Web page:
Fairfield chemist Joseph Callahan got no satisfaction from allegedly making a bomb for rocker Keith Richards.

"You can all assume Mr. Richards was not in any danger," Callahan's lawyer, Richard Meehan, told a crowd of reporters and photographers Wednesday outside state Superior Court in Bridgeport.

"A friend of Mr. Callahan nine years ago met Keith Richards and he (Callahan) knew Keith Richards liked pyrotechnics, so he built this device in the event he met Keith Richards," Meehan said.

"This has been a stressful time for me," said Callahan, as television cameras pushed within inches of his face. "I never had any mal-intent. My interest was in legal activities."

Only moments earlier, the 69-year-old Callahan was arraigned before Superior Court Judge Earl Richards -- no relation to Keith -- on 112 counts of illegal possession of explosives, six counts of first-degree reckless endangerment and one count of manufacture of bombs that police said they found Oct. 1 on his Bronson Road property. The discovery triggered a hazmat emergency that took crews more than a day to bring under control.

At the recommendation of Assistant State's Attorney Donal Collimore, the judge continued Callahan's case to Nov. 5, transferring it to the Superior Courthouse on Main Street in Bridgeport.

While waiting for his name to be called on the docket, Callahan, who formerly ran his own chemical consulting company in the Southport section of Fairfield and had earlier worked many years for Remington Arms, sat in the gallery of the arraignment court, his dark suit, white shirt and striped tie clearly out of place.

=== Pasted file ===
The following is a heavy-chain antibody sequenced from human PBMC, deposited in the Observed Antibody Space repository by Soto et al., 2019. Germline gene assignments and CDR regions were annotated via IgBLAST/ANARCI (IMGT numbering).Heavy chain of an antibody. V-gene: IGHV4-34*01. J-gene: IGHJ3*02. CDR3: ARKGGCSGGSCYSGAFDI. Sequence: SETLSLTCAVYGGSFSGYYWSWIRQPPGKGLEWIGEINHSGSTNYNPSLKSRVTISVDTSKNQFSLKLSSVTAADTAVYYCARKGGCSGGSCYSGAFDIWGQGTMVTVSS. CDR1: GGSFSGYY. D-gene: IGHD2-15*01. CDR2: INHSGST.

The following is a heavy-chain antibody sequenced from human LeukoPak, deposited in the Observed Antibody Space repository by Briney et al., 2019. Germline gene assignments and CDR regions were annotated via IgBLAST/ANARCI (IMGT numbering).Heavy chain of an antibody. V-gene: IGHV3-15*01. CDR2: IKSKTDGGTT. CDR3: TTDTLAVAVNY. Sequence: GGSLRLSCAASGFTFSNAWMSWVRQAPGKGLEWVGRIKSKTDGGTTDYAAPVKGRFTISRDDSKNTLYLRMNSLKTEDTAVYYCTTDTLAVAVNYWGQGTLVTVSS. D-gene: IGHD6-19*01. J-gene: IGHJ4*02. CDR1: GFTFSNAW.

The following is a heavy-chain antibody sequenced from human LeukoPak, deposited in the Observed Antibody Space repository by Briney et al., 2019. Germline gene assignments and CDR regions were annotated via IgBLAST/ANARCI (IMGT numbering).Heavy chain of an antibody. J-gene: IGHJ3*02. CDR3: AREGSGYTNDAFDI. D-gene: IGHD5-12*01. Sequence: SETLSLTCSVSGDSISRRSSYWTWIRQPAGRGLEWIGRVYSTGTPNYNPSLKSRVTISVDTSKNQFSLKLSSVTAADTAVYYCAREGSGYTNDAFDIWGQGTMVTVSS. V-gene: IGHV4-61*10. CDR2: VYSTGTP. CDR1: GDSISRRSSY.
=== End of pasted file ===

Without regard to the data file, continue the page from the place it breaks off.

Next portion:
Meehan later acknowledged that his client had a problem with prescription drugs.

"He told an officer who came to his house, `Thank you for saving my life,' " Meehan said.

On Oct. 1, Fairfield police -- first responding to a call for a wellness check on Callahan from his ex-wife, then to a call from Callahan about an alleged break-in -- found 274 guns, more than 100 explosive devices and chemicals used to make bombs at Callahan's home at 1625 Bronson Road.

While searching the garage, police said they asked Callahan to identify some of the hundreds of pounds of chemicals stored inside drums there.

"That's the chemical used in the 1993 World Trade Center bombing," police said Callahan told them, naming ammonium nitrate. Other chemicals were said to be the same as those used in the Oklahoma City bombing.

Police said Callahan also told them he liked to build rockets and had detonation cords in his house, according to the arrest warrant affidavit.

Then there was the large bomb Callahan said he'd been making for Rolling Stones guitarist Keith Richards, a Weston resident. The device was in the garage next to the spray tank, although Callahan couldn't remember if he had attached a fuse to it yet.

Meehan said his client owned the guns legally, and on July 18, was issued a permit from the Bureau of Alcohol, Tobacco, Firearms and Explosives to possess the explosives.

"This is a case probably more of confusion rather than criminal intent," Meehan said, adding that his client is an amateur rocketeer and that a lot of what police found is related to that hobby.

"I probably had too much," Callahan agreed.